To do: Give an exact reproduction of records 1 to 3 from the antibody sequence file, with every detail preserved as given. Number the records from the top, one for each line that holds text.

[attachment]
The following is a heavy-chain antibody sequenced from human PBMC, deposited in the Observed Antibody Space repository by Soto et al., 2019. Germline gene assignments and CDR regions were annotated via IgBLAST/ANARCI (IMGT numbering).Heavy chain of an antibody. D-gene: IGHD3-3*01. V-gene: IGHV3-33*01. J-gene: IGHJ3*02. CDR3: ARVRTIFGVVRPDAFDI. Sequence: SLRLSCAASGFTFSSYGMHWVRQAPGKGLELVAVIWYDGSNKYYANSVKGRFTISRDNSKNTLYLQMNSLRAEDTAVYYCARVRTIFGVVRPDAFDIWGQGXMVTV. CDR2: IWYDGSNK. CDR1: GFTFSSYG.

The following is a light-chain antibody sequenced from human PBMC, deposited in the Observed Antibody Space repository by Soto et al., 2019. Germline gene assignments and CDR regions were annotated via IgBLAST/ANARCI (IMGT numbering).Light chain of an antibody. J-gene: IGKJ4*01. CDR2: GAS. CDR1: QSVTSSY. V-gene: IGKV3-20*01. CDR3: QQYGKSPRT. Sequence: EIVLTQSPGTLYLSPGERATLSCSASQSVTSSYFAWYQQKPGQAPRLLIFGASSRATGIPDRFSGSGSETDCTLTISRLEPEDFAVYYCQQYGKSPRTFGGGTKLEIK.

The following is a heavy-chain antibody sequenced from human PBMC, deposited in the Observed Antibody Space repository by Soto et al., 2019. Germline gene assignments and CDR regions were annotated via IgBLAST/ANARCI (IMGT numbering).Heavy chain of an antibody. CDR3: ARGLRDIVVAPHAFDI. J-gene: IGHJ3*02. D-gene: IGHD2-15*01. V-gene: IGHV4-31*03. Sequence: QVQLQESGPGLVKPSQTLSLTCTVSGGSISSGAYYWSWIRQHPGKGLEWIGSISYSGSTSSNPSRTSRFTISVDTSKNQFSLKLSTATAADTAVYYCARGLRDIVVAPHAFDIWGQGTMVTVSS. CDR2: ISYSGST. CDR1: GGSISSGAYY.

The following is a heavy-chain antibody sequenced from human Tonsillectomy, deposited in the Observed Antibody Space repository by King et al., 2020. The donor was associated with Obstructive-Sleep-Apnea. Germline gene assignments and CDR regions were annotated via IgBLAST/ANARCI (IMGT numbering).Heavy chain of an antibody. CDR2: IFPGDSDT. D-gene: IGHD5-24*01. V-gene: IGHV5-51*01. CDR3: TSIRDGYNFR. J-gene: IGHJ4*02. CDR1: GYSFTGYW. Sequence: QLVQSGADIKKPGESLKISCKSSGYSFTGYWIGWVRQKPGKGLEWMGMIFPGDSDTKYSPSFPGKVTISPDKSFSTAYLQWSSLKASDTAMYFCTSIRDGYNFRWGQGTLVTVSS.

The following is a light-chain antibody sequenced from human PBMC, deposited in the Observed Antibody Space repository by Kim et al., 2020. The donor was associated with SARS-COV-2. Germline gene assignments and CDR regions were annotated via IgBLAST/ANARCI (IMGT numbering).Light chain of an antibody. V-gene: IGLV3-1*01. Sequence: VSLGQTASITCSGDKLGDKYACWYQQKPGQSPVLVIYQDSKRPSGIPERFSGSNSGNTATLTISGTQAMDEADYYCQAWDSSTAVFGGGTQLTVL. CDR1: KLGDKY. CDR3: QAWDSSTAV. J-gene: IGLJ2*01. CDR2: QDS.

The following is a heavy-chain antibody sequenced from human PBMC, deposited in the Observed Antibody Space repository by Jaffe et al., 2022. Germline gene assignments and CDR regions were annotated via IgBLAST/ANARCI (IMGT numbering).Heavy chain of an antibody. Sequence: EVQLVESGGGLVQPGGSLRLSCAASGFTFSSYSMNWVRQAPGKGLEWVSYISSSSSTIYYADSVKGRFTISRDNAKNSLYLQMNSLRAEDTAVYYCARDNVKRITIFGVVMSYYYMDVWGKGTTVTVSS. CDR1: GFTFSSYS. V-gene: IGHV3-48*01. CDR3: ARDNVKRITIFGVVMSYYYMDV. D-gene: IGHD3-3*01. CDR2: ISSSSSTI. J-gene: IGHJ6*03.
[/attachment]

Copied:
The following is a heavy-chain antibody sequenced from human PBMC, deposited in the Observed Antibody Space repository by Soto et al., 2019. Germline gene assignments and CDR regions were annotated via IgBLAST/ANARCI (IMGT numbering).Heavy chain of an antibody. D-gene: IGHD3-3*01. V-gene: IGHV3-33*01. J-gene: IGHJ3*02. CDR3: ARVRTIFGVVRPDAFDI. Sequence: SLRLSCAASGFTFSSYGMHWVRQAPGKGLELVAVIWYDGSNKYYANSVKGRFTISRDNSKNTLYLQMNSLRAEDTAVYYCARVRTIFGVVRPDAFDIWGQGXMVTV. CDR2: IWYDGSNK. CDR1: GFTFSSYG.

The following is a light-chain antibody sequenced from human PBMC, deposited in the Observed Antibody Space repository by Soto et al., 2019. Germline gene assignments and CDR regions were annotated via IgBLAST/ANARCI (IMGT numbering).Light chain of an antibody. J-gene: IGKJ4*01. CDR2: GAS. CDR1: QSVTSSY. V-gene: IGKV3-20*01. CDR3: QQYGKSPRT. Sequence: EIVLTQSPGTLYLSPGERATLSCSASQSVTSSYFAWYQQKPGQAPRLLIFGASSRATGIPDRFSGSGSETDCTLTISRLEPEDFAVYYCQQYGKSPRTFGGGTKLEIK.

The following is a heavy-chain antibody sequenced from human PBMC, deposited in the Observed Antibody Space repository by Soto et al., 2019. Germline gene assignments and CDR regions were annotated via IgBLAST/ANARCI (IMGT numbering).Heavy chain of an antibody. CDR3: ARGLRDIVVAPHAFDI. J-gene: IGHJ3*02. D-gene: IGHD2-15*01. V-gene: IGHV4-31*03. Sequence: QVQLQESGPGLVKPSQTLSLTCTVSGGSISSGAYYWSWIRQHPGKGLEWIGSISYSGSTSSNPSRTSRFTISVDTSKNQFSLKLSTATAADTAVYYCARGLRDIVVAPHAFDIWGQGTMVTVSS. CDR2: ISYSGST. CDR1: GGSISSGAYY.